When stories of women in abusive relationships hit the media or the break room, comments tend to be about the woman. “Why did she stay?” is a common first thought. “If that was me, I would have just left” is another. “She shouldn’t have tried to hit him first.”
The abused woman is blamed for her abuse by her abuser in private, and when her story becomes public, blame is placed at her feet there as well. It’s no surprise so many women feel helpless when it comes to their abuse: they are told they cause it and deserve it.
In studies of “learned helplessness”, animals that are repeatedly exposed to an aversive stimulus, which they cannot escape, will eventually stop trying to avoid the stimulus and behave as if it is helpless to change the situation. When opportunities to escape become available, the animal’s learned helplessness means that it takes no action. Instead, it will choose to remain, helpless to free itself. The only cure we have seen, in these studies, is to show the animals through physical contact and aid, that they can remove themselves from the situation. By providing outside empowerment, the animals learn that they are not helpless and can save themselves from suffering.
Most victims of abuse suffer from this learned helplessness, forced to endure abuse to the point they do not avoid it even if it is escapable. There appears to be a direct correlation between depression and learned helplessness, making breaking free of it even more difficult.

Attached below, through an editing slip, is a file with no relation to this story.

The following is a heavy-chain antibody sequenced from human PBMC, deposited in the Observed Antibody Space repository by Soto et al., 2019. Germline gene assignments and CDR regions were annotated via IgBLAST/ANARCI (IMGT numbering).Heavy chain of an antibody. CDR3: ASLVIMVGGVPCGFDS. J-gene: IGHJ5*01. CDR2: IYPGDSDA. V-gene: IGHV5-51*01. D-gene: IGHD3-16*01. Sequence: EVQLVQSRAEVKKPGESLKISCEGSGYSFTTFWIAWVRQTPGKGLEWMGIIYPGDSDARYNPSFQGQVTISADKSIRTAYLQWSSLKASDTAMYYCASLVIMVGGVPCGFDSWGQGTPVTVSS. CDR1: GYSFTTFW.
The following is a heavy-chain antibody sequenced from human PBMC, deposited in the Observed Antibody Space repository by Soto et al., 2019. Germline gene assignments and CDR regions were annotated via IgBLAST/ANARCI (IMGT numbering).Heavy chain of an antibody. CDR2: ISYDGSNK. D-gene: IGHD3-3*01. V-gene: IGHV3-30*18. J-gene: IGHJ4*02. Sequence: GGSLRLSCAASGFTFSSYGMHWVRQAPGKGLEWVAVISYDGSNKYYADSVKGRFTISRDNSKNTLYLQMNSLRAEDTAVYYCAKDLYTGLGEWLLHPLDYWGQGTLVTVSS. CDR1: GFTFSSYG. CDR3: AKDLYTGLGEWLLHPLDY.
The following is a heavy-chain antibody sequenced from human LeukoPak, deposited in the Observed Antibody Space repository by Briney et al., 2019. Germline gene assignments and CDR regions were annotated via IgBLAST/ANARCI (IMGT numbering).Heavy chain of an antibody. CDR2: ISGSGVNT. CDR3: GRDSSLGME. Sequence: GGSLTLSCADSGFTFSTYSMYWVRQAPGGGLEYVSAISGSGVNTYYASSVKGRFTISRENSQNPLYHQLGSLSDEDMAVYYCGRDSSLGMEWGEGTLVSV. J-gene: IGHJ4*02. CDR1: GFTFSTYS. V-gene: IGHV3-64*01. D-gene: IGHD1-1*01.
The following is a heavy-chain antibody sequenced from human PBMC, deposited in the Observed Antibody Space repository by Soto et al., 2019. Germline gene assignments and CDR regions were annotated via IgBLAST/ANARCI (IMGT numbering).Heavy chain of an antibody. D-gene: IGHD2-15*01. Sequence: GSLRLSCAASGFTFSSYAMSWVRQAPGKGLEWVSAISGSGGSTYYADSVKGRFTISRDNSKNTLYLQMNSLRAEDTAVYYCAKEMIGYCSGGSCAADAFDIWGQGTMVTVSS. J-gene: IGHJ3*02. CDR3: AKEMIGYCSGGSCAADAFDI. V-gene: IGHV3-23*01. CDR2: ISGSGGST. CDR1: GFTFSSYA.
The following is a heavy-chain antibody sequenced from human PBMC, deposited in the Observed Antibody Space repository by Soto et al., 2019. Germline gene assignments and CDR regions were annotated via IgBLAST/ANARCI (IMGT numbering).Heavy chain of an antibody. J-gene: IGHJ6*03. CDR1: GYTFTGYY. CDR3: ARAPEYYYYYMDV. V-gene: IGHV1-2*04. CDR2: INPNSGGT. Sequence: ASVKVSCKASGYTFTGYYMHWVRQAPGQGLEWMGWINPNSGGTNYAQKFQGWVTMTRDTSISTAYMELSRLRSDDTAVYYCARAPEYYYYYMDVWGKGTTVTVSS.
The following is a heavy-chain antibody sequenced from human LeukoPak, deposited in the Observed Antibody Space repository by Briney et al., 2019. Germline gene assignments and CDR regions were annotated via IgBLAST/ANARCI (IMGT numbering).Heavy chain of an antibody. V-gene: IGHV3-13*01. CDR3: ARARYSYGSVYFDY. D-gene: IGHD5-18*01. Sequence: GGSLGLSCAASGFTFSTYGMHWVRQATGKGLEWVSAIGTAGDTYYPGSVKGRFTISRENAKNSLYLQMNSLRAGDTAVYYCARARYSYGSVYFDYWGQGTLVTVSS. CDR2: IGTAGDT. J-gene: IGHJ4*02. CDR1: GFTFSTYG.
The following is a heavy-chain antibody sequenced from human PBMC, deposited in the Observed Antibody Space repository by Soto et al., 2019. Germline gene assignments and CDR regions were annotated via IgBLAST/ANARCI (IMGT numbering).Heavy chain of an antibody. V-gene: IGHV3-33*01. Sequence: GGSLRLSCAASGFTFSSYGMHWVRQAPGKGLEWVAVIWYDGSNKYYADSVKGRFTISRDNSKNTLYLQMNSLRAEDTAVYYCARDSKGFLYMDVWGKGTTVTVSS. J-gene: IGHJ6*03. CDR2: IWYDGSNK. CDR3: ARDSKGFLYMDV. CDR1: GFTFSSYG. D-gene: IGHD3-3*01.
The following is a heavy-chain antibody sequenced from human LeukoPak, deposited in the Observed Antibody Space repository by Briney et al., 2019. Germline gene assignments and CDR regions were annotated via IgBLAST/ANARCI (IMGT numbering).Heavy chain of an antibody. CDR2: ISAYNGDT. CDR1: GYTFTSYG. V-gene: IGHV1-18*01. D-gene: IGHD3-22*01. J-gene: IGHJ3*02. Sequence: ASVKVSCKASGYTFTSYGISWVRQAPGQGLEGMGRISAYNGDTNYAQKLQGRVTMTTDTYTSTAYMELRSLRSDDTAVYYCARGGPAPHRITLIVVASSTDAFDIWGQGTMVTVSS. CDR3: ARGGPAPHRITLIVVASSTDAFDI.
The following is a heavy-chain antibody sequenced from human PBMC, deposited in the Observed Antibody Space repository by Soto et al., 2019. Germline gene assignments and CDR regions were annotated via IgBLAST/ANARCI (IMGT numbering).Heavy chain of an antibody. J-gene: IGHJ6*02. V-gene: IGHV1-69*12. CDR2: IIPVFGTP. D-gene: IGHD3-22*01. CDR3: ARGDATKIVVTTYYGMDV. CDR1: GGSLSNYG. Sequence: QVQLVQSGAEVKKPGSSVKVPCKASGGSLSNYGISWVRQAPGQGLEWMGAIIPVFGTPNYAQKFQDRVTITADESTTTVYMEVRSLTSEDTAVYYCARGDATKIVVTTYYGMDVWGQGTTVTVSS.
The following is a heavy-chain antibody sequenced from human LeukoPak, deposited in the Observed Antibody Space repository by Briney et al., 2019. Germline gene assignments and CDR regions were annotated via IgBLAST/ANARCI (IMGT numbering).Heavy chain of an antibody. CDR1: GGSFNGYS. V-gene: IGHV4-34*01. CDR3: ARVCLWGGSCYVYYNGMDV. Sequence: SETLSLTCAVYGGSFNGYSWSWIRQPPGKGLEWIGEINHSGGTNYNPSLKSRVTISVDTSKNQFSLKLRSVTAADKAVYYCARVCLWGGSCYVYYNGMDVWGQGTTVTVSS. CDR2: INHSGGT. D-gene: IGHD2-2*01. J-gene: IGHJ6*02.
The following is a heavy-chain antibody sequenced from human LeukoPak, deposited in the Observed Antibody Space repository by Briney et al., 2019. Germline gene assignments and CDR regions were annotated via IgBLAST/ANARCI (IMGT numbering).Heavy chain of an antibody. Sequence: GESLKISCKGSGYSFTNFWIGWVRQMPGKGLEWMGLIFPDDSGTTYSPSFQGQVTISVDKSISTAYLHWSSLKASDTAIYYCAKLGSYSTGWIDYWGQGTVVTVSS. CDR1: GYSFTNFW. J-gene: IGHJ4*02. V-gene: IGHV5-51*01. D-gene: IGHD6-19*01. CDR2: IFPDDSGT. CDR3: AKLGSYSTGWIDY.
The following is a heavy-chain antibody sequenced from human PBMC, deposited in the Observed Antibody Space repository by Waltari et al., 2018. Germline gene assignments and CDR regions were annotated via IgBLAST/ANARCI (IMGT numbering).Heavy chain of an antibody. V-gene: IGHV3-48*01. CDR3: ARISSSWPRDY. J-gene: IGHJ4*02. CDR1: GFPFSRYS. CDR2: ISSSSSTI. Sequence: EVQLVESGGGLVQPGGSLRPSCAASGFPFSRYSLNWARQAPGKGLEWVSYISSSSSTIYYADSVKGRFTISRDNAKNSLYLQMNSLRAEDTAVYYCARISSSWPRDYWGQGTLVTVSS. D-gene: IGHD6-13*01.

When abuse starts, it generally doesn’t begin with a beating. It starts with a beating down of the person’s sense of self. Abusers start with cruel comments and controlling behaviors, segregating the person from family and friends, and planting seeds of doubt into the victim’s mind. Physical abuse may start out slowly: grabbing too tightly, shoving, shaking. As all of this adds up, depression and feelings of helplessness may grow. They are forced down, emotionally and—eventually—physically. And the entire time it happens, they are told it is their fault. Even if they see a chance for freedom, they feel too helpless to grab for it. They can no longer escape.
And when they do reach up, they hear from outsiders how it was their fault for staying.
I am not a victim of domestic violence, but I have worked with many people who are. It takes great strength not only to stand up for people, but to help them learn how to stand up for themselves. We need to become stronger for victims of domestic violence. We need to be their voice when they cannot use their own, and teach them how to speak for themselves again. It can be frustrating, but through patience and love we can make these changes. We need to stop blaming the victims for the abuse they suffered, and put it squarely where it belongs, with abusers. They are the ones who should feel the shame of society for their actions.
At this year’s Campus Movie Fest, a poet named Lucy created a film that shows how the victims of abuse can be made to feel that what they are feeling is normal—and that through the help of others, even just one person, they can take control of their life again. (here is the link for the video http://everydayfeminism.com/2014/10/abusive-relationship-healing-poetry/)
Ways you can helped loved ones who are experiencing domestic violence – you can go here: http://everydayfeminism.com/2014/01/how-to-help-a-loved-one-experiencing-domestic-violence/”)
Photo Credit Goes To: www.worldwidewomengroup.com